Water from wells near Dalton Utilities Looper’s Bend wastewater treatment facility is largely free from the industrial chemicals perflouroctanoic acid (PFOA) and perflouroctane sulfonate (PFOS), according to the federal Environmental Protection Agency.
PFOA and PFOS are related chemicals that have been used in a large variety of industrial processes for decades. They are used to make waterproof clothing, for instance, and are a byproduct of the processes once used to make carpet stain resistant.
Exposure to large amounts of the chemicals over a long period of time has been shown to cause developmental problems and tumors in animals. Their impact on humans is less clear, but an EPA panel has described them as likely carcinogens.
In a conference call Thursday organized by the agency, EPA officials said the 110 wells within a one-mile radius of the facility, which applies treated wastewater to land near the Conasauga River, have been sampled. Testing has been completed on 108 of those wells.
PFOA and PFOS were not found in 94 of those wells. Thirteen wells have levels of the chemicals below federal guidelines, and one well had PFOS “slightly above EPA’s provisional health advisory,” according to a statement read during the call.
Officials said Dalton Utilities has volunteered to provide bottled drinking water to the owner of that well until a permanent source of water can be found.
Officials said that all people probably have some level of the chemicals in their blood because they are so prevalent.
In January 2009, the EPA created a health advisory standard for PFOA and PFOS of four-tenths of one part per billion of a sample for PFOA and two-tenths of one part per billion for PFOS.
Dalton Utilities drinking water was tested earlier this year, and the chemicals were not found in it. But the EPA said the chemicals were found in soil, sludge, groundwater and compost at the Looper’s Bend facility as well as the Conasauga River and Holly Creek. That’s why they asked for the wells around the site to be tested.
Gail Mitchell, deputy director of the EPA’s water division, said the chemicals are not regulated at this time by either the state or federal government, that Dalton Utilities has not been previously asked to monitor them and that the utility has not violated any regulations or permit conditions. Mitchell said the utility has cooperated fully the EPA as well as state agencies.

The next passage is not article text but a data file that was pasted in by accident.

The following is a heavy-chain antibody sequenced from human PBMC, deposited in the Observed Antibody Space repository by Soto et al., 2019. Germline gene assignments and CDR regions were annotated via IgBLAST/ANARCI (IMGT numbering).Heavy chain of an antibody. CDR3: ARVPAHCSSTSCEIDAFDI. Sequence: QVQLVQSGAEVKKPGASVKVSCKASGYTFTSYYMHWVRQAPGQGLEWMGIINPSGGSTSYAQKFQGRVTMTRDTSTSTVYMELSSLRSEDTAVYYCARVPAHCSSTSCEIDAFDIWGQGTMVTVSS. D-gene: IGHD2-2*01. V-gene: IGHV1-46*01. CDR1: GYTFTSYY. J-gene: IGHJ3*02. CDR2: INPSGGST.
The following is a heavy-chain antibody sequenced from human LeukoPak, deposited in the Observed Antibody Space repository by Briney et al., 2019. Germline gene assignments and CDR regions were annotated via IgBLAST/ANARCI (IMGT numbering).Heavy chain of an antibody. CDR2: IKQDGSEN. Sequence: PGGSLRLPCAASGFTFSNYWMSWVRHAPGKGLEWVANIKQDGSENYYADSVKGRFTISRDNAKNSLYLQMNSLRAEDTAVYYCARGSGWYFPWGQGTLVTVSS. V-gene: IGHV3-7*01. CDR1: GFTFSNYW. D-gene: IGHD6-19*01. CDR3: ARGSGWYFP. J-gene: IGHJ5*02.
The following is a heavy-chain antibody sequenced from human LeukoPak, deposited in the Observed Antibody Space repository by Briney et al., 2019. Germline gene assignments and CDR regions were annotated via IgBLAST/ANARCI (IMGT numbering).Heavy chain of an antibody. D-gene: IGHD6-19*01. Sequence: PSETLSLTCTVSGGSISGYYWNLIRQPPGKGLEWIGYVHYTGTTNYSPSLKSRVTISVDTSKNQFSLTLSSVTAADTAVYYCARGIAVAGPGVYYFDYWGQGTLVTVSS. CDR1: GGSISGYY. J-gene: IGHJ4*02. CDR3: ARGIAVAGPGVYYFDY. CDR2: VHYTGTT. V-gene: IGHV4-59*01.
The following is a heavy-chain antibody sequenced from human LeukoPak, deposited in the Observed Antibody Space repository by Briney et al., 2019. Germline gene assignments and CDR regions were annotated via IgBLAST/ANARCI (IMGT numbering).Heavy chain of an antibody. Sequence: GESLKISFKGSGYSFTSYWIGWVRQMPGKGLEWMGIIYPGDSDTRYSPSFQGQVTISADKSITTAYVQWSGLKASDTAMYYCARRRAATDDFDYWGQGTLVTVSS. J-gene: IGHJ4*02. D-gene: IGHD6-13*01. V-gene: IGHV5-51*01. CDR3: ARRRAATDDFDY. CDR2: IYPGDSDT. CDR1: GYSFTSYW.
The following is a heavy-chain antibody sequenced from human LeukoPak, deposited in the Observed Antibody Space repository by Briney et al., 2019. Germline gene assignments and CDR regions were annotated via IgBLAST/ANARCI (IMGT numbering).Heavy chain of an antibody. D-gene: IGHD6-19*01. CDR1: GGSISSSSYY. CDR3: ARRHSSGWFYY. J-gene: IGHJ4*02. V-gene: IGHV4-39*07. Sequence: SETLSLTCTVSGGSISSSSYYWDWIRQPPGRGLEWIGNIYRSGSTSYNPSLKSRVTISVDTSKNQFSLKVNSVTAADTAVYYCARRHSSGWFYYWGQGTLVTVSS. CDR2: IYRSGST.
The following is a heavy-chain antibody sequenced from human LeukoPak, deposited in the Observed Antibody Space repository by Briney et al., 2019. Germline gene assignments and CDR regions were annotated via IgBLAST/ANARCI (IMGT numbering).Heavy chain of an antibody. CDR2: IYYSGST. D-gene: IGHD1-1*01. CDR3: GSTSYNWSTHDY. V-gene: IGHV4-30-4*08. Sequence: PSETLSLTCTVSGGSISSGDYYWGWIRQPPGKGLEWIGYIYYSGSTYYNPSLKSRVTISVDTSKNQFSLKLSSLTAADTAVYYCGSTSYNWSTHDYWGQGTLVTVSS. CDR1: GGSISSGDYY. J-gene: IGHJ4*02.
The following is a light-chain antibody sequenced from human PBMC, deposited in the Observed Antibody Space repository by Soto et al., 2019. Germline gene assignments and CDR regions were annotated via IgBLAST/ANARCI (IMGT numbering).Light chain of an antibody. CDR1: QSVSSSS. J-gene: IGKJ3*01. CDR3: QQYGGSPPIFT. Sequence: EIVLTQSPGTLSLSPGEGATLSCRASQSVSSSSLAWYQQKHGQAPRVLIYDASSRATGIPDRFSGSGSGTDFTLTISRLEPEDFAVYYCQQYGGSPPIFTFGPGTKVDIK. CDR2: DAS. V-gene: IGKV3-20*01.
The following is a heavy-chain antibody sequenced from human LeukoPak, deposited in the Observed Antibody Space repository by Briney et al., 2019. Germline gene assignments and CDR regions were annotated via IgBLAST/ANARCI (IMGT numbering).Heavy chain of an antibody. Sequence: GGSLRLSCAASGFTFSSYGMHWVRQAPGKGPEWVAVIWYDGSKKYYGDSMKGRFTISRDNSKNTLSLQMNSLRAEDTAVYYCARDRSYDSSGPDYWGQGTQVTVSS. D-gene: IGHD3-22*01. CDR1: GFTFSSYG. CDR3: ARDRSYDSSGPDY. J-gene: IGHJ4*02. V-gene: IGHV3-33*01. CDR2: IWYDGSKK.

EPA has not created standards for groundwater, soils or compost. But Dalton Utilities ceased sales of the compost created at Looper’s Bend after testing found the chemicals in it. Dalton Utilities is currently testing sites where the compost has been used to see if the chemicals may find their way into nearby wells.
Officials said the University of Georgia and the Georgia Environmental Protection Division are testing fish and mussels from the Conasauga River to see if they have been affected by the chemicals, and Dalton Utilities will be testing wildlife on the 9,800-acre facility to see if the chemicals have had any impact on them. The utility will also continue to monitor those wells near the Looper’s Bend plant to make sure the levels are PFOA and PFOS do not increase.
Dalton Utilities president Don Cope said the testing shows the land application system is working as intended.
“Those components of the waste steam are contained within the boundaries of that system. The Conasauga River and Holly Creek did not show levels in excess of the health advisory. The drinking water wells on the exterior of the land application show by and large no detectable levels (of the chemicals),” he said.
Cope also noted that the amounts of the two chemicals in the raw wastewater coming into Dalton Utilities system are very minute — below the drinking water standards — indicating the carpet industry has significantly stopped entirely its use of PFOA and PFOS. The Carpet and Rug Institute has said the industry has been moving away from processes that involve the chemicals.
Cope said the chemicals that have been detected are probably trace amounts from previous use leaching off the pipe walls that will drop over time. But he said that the utility and state agencies will be testing its industrial customers to see if they are still using the chemicals and decide what to do with those who are.